To explain further, chains are constructed in some basic sizes – numbered 40, 50, and 60 etc. as the standard of roller chains. But they have a special width of inner links. Because of their very demanding working conditions, some motorcycle chains have the following special features:
Resistance to dirt, sand, or mud: To prevent debris from getting into tight joints, the bushings are extended beyond the inner link plates, and often O-rings are used to seal the chains. This extension and O-rings prevent abrasive material from getting into the chain.
Strength: Quad-staked riveting on the pin head helps to retain the link plate on the pin. Connecting links are press fit. (Riveted connecting links are also available.) Link plates are thicker (heavy) and the rollers are seamless.
Wear life: Special coated pins, sintered bushings that are oil impregnated, and seamless bushings with O-rings are used to extend the wear life of the chain.
Appearance: Some chains may have special colouring, plating, (gold or silver), or glossy finish on the plates. (*source Tsubaki chain company)
Consider the following important factors:
- Both O-ring chains and oil-impregnated sintered bushing chains wear rapidly if the O-rings fall off or if the oil in the sintered bushings is depleted. If either of these situations occurs, the chain must be replaced—even if it has not elongated to the limit.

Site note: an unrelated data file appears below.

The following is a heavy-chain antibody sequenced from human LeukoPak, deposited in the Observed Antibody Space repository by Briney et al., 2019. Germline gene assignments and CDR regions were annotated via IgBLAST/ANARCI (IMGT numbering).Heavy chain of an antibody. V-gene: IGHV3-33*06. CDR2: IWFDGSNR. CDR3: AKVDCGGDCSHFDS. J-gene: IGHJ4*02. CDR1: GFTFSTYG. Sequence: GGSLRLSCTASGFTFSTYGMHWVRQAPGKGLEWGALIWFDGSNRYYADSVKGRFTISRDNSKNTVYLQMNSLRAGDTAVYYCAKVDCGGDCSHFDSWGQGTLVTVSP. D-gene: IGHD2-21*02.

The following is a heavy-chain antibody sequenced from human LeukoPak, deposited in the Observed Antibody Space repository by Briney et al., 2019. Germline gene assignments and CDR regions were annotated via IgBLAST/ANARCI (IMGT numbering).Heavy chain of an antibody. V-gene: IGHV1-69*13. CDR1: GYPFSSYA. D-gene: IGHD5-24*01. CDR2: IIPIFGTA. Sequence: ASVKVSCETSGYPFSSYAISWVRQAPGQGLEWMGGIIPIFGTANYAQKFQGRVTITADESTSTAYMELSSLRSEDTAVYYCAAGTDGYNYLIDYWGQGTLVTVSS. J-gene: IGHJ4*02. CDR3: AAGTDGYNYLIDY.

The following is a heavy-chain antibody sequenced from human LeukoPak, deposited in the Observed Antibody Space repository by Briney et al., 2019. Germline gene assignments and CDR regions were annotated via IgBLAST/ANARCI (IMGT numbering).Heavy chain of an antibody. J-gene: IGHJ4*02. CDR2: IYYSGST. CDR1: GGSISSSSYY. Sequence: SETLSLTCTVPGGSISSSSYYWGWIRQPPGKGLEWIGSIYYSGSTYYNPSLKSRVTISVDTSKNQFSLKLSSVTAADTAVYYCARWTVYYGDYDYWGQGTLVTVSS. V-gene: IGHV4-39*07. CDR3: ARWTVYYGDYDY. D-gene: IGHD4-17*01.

- Oil it! Life of O-ring chain is usually determined by its durability and to improve durability, there should be an oil film on the O-ring at all times. Even though it is a sealed chain, lubrication is required to extend the working life of the O-ring. Note that cleaning sprays may cause deterioration of the O-rings. Do not allow chains to air dry after washing, or to rust.
- Generally specifications differ for each motorcycle or chain use, even with the same-sized chains. Do not select the chain just by size of the sprocket; take into account the motorcycle type use. I.E. an off-road motorcycle travels through dirt and sand which gets on the chain. You should avoid the use of oil-impregnated sintered bushings for this type.
- Failure of Motorcycle Chains may result in injury or death. Care must be exercised when connecting or aligning the chains. If you’re not confident get the assistance of your mechanic.
- Most new motorcycles today come with a link-less chain that allows the chain to be taken apart literally in a snap. Meaning there is no master link. Every link is riveted. The master link is a single removable link segment of the chain. It is not permanently fused, which allows you to remove your chain making it easy to change and clean. It’s a good idea to purchase a chain rivet tool so that you can replace your chain with another link-less chain.
To protect the workings of your motorcycle, including the drive sprockets and transmission, most motorcycle manufacturers recommend that the chain on your bike be replaced every 4800 km / 3000 miles. This is to lessen the chances of chain-break.